Former Chargers All-Pro Shawne Merriman Is Enamored With Derrick Henry’s Monstrous Numbers and Skills: ‘That’s a Damn Linebacker’

Article Highlights:

  • Former All-Pro linebacker Shawne Merriman is a massive fan of Tennessee Titans running back Derrick Henry
  • Merriman says the NFL has never seen a running back like Henry, who is 6-foot-3 and 247 pounds.
  • The 2020 Offensive Player of the Year is on pace to make the Pro Football Hall of Fame

Tennessee Titans running back Derrick Henry has made it a habit to barrel through opposing defenses and send would-be-tacklers to the ground, which is excellent news for Shawne Merriman.

The All-Pro linebacker retired long before Henry, the 2015 Heisman Trophy winner, entered the NFL. As someone who’s never been on the receiving end of the running back’s bruising skillset, Merriman is able to fully enjoy everything the Titans star brings to the table.

Shawne Merriman says he’s never seen a running back like Derrick Henry

Former All-Pro linebacker Shawne Merriman (L) in 2019 and Tennessee Titans running back Derrick Henry in 2021.
Former All-Pro linebacker Shawne Merriman (L) is a huge fan of Tennessee Titans running back Derrick Henry | Matt Winkelmeyer/Getty Images for Cedars Sinai Sports Spectacular; David Rosenblum/Icon Sportswire via Getty Images

At 6-foot-4 and 264 pounds, Merriman held his own in the trenches and in open space. But for all of the great running backs he faced, whether it was LaDainian Tomlinson in practice or a young Adrian Peterson, the Maryland product has never seen someone like Henry.

In an interview with Gambling.com, Merriman explained what makes Henry, a three-time Pro Bowl selection, so much different from the rest of his peers. 

“I think the closest thing anybody’s ever seen in the NFL like that is maybe Eddie George. But Eddie was only like 225 pounds or so; Henry is 247. That’s a damn linebacker, close to a defensive end that’s running the football down the field and with an acceleration to 21 miles per hour. That’s video game stuff.”

Shawne Merriman

Speaking of video games, EA Sports clearly agrees with Merriman. Henry’s overall rating in Madden NFL 22 recently went up to 98, which puts him above oft-injured Carolina Panthers star Christian McCaffrey — who still boasts a 97 overall — for the best score among running backs.

It’s hard to argue with Merriman given Henry’s play of late

It’s often easy to dismiss someone saying an athlete is like nothing we’ve ever seen before. Trust us when we say that Henry, who is somehow only in his sixth season, more than lives up to the argument.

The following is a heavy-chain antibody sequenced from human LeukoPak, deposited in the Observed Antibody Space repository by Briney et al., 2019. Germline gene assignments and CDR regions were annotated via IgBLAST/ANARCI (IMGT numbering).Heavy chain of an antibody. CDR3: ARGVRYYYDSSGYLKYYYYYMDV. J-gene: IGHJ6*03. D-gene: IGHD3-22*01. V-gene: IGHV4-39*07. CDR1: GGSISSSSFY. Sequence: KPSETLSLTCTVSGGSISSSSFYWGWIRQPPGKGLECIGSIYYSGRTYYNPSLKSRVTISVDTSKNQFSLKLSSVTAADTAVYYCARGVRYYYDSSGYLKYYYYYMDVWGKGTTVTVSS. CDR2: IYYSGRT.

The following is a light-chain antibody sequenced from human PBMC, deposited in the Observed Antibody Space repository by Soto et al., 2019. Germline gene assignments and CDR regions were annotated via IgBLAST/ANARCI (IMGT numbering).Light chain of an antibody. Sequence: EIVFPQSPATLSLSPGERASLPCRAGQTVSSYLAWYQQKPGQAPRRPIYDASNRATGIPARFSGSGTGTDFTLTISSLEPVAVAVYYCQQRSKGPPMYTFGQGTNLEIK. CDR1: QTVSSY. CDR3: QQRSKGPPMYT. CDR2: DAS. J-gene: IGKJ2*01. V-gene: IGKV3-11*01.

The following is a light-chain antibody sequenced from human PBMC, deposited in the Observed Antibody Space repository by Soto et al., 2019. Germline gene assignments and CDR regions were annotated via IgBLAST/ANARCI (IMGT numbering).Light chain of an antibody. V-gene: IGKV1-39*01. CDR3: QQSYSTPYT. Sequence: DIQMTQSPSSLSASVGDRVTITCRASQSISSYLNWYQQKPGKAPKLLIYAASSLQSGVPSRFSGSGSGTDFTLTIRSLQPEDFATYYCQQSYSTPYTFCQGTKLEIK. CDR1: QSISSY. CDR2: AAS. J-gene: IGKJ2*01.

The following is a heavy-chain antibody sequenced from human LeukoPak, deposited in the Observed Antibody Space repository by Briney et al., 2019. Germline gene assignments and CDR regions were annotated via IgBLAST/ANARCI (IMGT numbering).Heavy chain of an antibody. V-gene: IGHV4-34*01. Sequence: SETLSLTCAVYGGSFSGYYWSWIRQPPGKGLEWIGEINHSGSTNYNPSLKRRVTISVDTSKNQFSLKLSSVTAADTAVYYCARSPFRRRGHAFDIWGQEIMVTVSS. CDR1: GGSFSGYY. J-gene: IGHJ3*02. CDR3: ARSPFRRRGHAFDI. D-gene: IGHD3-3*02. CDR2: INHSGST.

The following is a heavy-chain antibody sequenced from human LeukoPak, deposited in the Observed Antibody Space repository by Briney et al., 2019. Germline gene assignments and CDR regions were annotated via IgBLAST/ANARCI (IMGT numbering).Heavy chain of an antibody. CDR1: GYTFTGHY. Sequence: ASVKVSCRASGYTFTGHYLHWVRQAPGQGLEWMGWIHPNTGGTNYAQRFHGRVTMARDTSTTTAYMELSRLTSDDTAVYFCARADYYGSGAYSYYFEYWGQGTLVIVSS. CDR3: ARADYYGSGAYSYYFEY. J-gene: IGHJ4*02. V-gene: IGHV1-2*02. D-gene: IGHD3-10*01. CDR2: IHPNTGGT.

Henry ran for over 100 yards every game from Sept. 19 through Oct. 18. That included a 182-yard, three-touchdown performance in an overtime victory over Russell Wilson and the Seattle Seahawks in Week 2. He rushed for 10 touchdowns in that time, giving him four straight seasons with double-digit scores.

With 783 rushing yards through his first six games, Henry is easily apace to clear 1,000 rushing yards for the fourth straight season. In theory, he’s still got nothing on Emmitt Smith, who had 11 such seasons from 1991 through 2001. 

Here is where things get extremely interesting. At his current pace, Henry would finish the 2021 season with an NFL-record 2,219 rushing yards and 28 touchdowns. That’d give him 6,845 yards and 73 touchdowns since the start of the 2018 season. 

Smith’s best four-year streak occurred from 1992-95, a time when he rushed for 6,456 yards and 73 touchdowns in the regular season. Although Henry will benefit this year from a 17th outing, he only missed a single game between the 2018-20 campaigns.

Statistics are one thing, so how about speed? Smith, who played most of his career at 5-foot-9 and 221 pounds, ran a 4.52 40-yard dash at his pro day in 1990. Henry did 4.54 at 6-foot-3 and 247 pounds.

We’re inclined to agree with Merriman. The NFL has never seen anyone like Henry.

Henry is rushing towards the Pro Football Hall of Fame

If we still lived in the 16-game era, Henry would be on pace for 2,080 rushing yards this year. Consider that no running back has ever reached the 2,000-yard plateau twice. The 17-game season is only going to boost his numbers, barring a significant injury in the coming weeks.

Speaking of staying healthy, Henry — who had 6,643 rushing yards to his name as of Oct. 22, 2021 — is on track to hit 10,000 rushing yards either late in 2022 or early in the 2023 season. As of publication, 16 of the 31 running backs with over 10,000 rushing yards are in the Hall of Fame, and Adrian Peterson (14,820) and Frank Gore (16,000) are on pace to join them when eligible.

Henry also had 65 rushing touchdowns as of publication. If he ends the season with 25 touchdowns, that will push him up to 80 for his career. Thirteen of the 20 running backs with 80 rushing touchdowns have earned their bronze bust, and Gore and Peterson should get in without any trouble.

For all of our sakes, let’s hope Henry can avoid a significant injury. With what he’s doing now, it’ll be fascinating to see where he ranks on the all-time leaderboards when he finally retires.

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